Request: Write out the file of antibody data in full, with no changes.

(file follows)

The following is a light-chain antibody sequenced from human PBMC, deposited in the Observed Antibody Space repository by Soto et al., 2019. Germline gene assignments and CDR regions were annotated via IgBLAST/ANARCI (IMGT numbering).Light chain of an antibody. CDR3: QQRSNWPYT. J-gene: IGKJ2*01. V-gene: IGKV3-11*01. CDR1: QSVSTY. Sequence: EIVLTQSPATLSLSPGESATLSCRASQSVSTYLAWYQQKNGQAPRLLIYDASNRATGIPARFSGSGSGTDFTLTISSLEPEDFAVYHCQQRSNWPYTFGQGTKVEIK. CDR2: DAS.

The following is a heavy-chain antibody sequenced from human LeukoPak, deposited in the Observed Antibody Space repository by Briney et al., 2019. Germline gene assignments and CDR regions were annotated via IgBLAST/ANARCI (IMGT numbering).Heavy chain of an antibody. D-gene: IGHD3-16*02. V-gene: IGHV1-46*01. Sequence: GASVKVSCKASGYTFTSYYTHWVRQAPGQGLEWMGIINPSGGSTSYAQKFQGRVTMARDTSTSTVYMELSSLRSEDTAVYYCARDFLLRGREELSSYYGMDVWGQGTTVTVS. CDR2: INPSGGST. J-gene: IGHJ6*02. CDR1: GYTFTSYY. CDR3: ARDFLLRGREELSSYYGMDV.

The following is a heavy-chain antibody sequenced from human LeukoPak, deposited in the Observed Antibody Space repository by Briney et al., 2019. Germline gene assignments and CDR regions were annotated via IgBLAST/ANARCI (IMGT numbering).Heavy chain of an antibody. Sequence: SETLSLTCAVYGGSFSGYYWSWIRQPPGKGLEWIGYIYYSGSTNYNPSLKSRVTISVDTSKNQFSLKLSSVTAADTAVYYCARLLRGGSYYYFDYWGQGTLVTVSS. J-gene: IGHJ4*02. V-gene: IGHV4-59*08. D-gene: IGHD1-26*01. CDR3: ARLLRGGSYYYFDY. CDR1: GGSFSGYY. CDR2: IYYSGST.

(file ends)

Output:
The following is a light-chain antibody sequenced from human PBMC, deposited in the Observed Antibody Space repository by Soto et al., 2019. Germline gene assignments and CDR regions were annotated via IgBLAST/ANARCI (IMGT numbering).Light chain of an antibody. CDR3: QQRSNWPYT. J-gene: IGKJ2*01. V-gene: IGKV3-11*01. CDR1: QSVSTY. Sequence: EIVLTQSPATLSLSPGESATLSCRASQSVSTYLAWYQQKNGQAPRLLIYDASNRATGIPARFSGSGSGTDFTLTISSLEPEDFAVYHCQQRSNWPYTFGQGTKVEIK. CDR2: DAS.

The following is a heavy-chain antibody sequenced from human LeukoPak, deposited in the Observed Antibody Space repository by Briney et al., 2019. Germline gene assignments and CDR regions were annotated via IgBLAST/ANARCI (IMGT numbering).Heavy chain of an antibody. D-gene: IGHD3-16*02. V-gene: IGHV1-46*01. Sequence: GASVKVSCKASGYTFTSYYTHWVRQAPGQGLEWMGIINPSGGSTSYAQKFQGRVTMARDTSTSTVYMELSSLRSEDTAVYYCARDFLLRGREELSSYYGMDVWGQGTTVTVS. CDR2: INPSGGST. J-gene: IGHJ6*02. CDR1: GYTFTSYY. CDR3: ARDFLLRGREELSSYYGMDV.

The following is a heavy-chain antibody sequenced from human LeukoPak, deposited in the Observed Antibody Space repository by Briney et al., 2019. Germline gene assignments and CDR regions were annotated via IgBLAST/ANARCI (IMGT numbering).Heavy chain of an antibody. Sequence: SETLSLTCAVYGGSFSGYYWSWIRQPPGKGLEWIGYIYYSGSTNYNPSLKSRVTISVDTSKNQFSLKLSSVTAADTAVYYCARLLRGGSYYYFDYWGQGTLVTVSS. J-gene: IGHJ4*02. V-gene: IGHV4-59*08. D-gene: IGHD1-26*01. CDR3: ARLLRGGSYYYFDY. CDR1: GGSFSGYY. CDR2: IYYSGST.